I first heard of this strange abstraction during my first year of college. In my second year, I met lonely seniors in the college library working on what sounded like an impossible project. When you are a second year in college, “thesis” still sounds terribly “esoteric.” By my third year I thought I had everything figured out. Then everything changed this past summer when my research on Sweden (I’m a Swedeaphile) hit a dead end. When my senior year started, then, I was terribly nervous I wouldn’t come up with a new project. Waiting for inspiration was like loitering in front of an elevator that will not come.
At Occidental College they call this dreaded project “Comps.” The word is short for “the Senior Comprehensive Project,” but it is the equivalent of what other schools call “the Senior Thesis.” It is among those tasks required of all graduates. The format varies by Major. Some “Comps” take the form of videos, slideshows, or art installations. Those sound more fun than they are, and end up causing their makers a great deal of trouble. More often the “Comps” take the form of great big papers that consume the imaginations, weekends, and aspirations of Occidental College Seniors.
The shortened form “Comps,” to my recollection rhymes only with other innocuous sounding words like “Chomps” and “Stomps.” Hence, no one ever answers the question “What are you up to tonight?” with
“I’m working on my comps.”
Instead, they say, simply, “Comps.” There is no possession of this elusive “Comps.” Indeed, the project eventually comes to possess the student. At least that is the case in the earlier stages when everyone is very excited about their project. In my case, I talked about it for months beforehand..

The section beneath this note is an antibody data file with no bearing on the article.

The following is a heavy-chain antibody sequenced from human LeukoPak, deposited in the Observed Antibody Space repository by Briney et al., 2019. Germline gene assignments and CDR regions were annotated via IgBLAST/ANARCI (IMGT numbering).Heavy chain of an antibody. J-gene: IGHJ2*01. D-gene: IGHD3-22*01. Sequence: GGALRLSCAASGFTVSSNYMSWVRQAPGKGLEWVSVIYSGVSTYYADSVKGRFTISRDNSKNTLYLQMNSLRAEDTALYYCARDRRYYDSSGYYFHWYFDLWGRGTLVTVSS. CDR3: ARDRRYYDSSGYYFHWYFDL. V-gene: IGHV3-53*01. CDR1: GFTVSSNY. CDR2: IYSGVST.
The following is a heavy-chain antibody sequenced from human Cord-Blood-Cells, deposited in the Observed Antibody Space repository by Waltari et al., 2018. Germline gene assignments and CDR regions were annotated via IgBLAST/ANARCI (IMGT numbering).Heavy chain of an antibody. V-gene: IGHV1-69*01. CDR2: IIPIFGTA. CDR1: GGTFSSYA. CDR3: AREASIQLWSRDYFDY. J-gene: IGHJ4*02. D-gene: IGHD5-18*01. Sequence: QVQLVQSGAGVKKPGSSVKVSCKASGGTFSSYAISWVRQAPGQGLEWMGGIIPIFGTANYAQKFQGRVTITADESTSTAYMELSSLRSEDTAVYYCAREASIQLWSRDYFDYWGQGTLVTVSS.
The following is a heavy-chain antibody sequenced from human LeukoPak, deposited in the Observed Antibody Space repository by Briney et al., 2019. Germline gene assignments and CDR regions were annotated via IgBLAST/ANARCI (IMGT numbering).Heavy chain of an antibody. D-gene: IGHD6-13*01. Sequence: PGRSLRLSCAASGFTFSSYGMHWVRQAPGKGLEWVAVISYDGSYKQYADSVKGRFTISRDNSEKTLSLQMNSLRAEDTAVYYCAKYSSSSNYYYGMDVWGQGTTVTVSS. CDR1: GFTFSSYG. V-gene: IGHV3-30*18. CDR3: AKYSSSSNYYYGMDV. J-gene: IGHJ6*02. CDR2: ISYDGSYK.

I was going to do my comps on something to do with Narcissism and politics and how Narcissism was making American politics miserable.
Eventually I happened upon the American historian and Social Critic Christopher Lasch in a chance conversation with a visiting history Professor. Lasch wrote a book in 1978 called The Culture of Narcissism. It’s a terrific book and you should read it because its still relevant. Be warned, though, that there is probably no one who agrees with Lasch on every point. His position is too unique; the book is arguing from a position somewhere between Freud, Theodor Adorno, and Russell Kirk, if that is even possible.
Whatever the matter, I have been hooked Lasch’s writing for months. It didn’t matter that I was skeptical about his particular brand of Freudian psychoanalysis when I read the book in January, or that he often suggested much which I disagreed with. What fascinated me was his consistency in demanding more out of American life than both the left and right are willing to give. Unlike the other people whose books I had read on culture and narcissism, Lasch’s argument historicized the emergence of our ‘narcissism’ and explained how deep the trouble goes. Indeed, his critique was sourced in a wider discontent with enlightenment and liberalism itself. This topic is, of course, one that I found preposterously attractive, if only so I might disagree with such a position more effectively.
My “Comps,” became, at the recommendation of my favorite Professor, a study on Christopher Lasch’s critique of twentieth century America. I even settled on a title to effect of “Christopher Lasch Against the Social Invasion of the Self.” Somewhere around the middle of February, though, I started wandering from the topic and reading books that weren’t on any class syllabus and had only been referred to by Lasch. This is my vice, but it gives me the chance to learn. For instance: There are a great many thinkers from the twentieth century whom I believe will probably be recovered after an abusive neglect. Lewis Mumford is probably one example, along with a modified Lasch.
That’s another blog post on another website though. Taking four classes with comps was not wise, and their topics surely contributed to the confusion. These classes were rather taxing, but also terribly interesting: Conservative and Libertarian Political Thought; Marx, Freud, and the Frankfurt School; Constitutional Law; Affordable Housing in the U.S…. these are all hobby horses of mine. Still, they did not make for an “easy” semester by any stretch of the clock.
Just a couple of weeks ago, I finished my “Comps.” The project wasn’t anywhere near what I would have liked it to be… yet then I received some very good news via email last night. I passed comps! This means that I am now one step closer to graduation. Stay tuned to see what happens next.